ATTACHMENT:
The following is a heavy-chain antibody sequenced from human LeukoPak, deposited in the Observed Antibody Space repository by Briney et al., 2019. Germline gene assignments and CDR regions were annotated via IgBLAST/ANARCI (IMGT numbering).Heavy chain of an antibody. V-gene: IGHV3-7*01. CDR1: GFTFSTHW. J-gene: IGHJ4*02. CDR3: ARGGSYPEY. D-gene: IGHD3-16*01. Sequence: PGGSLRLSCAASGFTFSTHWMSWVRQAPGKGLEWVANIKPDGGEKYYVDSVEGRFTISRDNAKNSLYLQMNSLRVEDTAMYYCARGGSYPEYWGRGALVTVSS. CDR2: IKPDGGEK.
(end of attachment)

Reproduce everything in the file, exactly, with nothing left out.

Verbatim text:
The following is a heavy-chain antibody sequenced from human LeukoPak, deposited in the Observed Antibody Space repository by Briney et al., 2019. Germline gene assignments and CDR regions were annotated via IgBLAST/ANARCI (IMGT numbering).Heavy chain of an antibody. V-gene: IGHV3-7*01. CDR1: GFTFSTHW. J-gene: IGHJ4*02. CDR3: ARGGSYPEY. D-gene: IGHD3-16*01. Sequence: PGGSLRLSCAASGFTFSTHWMSWVRQAPGKGLEWVANIKPDGGEKYYVDSVEGRFTISRDNAKNSLYLQMNSLRVEDTAMYYCARGGSYPEYWGRGALVTVSS. CDR2: IKPDGGEK.